Heating and cooling systems typically are responsible for the greatest portion of home energy bills. Here are ways to stay comfortable and still save money…
Create more zones. Homes with heating and cooling “zones,” where one part of the house can be cooler or warmer than the other, are ideal for saving energy. If your home has a ducted forced-air heating-and-cooling system that wasn’t initially designed as a zoned system, dampers can be installed to create a similar effect. Consider hiring a professional to install in the key ducts a series of motorized dampers that direct heated or cooled air where it’s needed.
Cost: About $1,000, depending on the type of damper and ease of accessing ductwork.
Install room air-conditioning units. If you and your family spend several hours a day in one room, such as the living room, an air conditioner in a window or wall or a portable unit might help save money even if you have central air-conditioning. You can turn on one of these units instead of central air and save energy. A portable unit, which sits on the floor and can be easily moved, has a venting hose that is put in an open window, along with a temporary sealing device.
Cost: $120 to $600.
Install ceiling fans. Ceiling fan technology has improved considerably and can help you save as much as 30% off your air-conditioning bills by better circulating air. Look for the Energy Star designation for energy efficiency.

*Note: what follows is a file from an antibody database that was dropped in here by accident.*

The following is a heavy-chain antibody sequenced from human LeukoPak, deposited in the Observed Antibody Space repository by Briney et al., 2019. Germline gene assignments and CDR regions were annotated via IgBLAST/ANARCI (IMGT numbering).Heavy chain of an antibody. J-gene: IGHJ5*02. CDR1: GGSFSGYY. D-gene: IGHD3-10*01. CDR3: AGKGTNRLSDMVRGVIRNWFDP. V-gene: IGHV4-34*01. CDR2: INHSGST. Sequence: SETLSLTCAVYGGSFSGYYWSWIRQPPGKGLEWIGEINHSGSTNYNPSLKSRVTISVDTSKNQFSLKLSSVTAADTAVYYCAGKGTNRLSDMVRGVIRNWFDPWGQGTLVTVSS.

Cost: Between $80 and $500 or more per fan, plus installation.
Make ductwork more efficient. Researchers at University of Oregon found that central heating and cooling systems that use ductwork lose as much as 50% of their energy through leaky ductwork. Have ductwork inspected for leaks once every three years by a heating contractor. All connections should be properly sealed, preferably with metal-reinforced tape or mastic, a rubbery fiber-reinforced goo that is applied with a brush. Some homes have flexible ductwork with built-in fiberglass insulation. Rigid metal ductwork needs to be wrapped with fiberglass duct insulation. All are available on-line and at most home-improvement stores.
Another way to make your ducts efficient is to apply an aerosol sealant called Aeroseal, developed by Lawrence Berkeley National Laboratory and licensed by Carrier Aeroseal, LLC. This aerosol, which must be applied by a Carrier-approved contractor, seals leaks, reducing energy loss by as much as 90%. To find a contractor, go to www.aeroseal.com and click on “Locate Dealer.”
Cost of application: $300 to $1,800, depending on the size of your home.
Install heat-recovery ventilators (HRVs). These units get rid of air contaminants, such as cooking odors, cigarette smoke, dust and mold. HRVs also grab much of the heat or cold from that outgoing air and recycle it back into the house with the incoming fresh air, cutting energy costs. They are especially useful in tightly sealed homes.
Cost: Room-sized models run from $350 to $450… whole-house units can cost $1,500 or more, plus installation.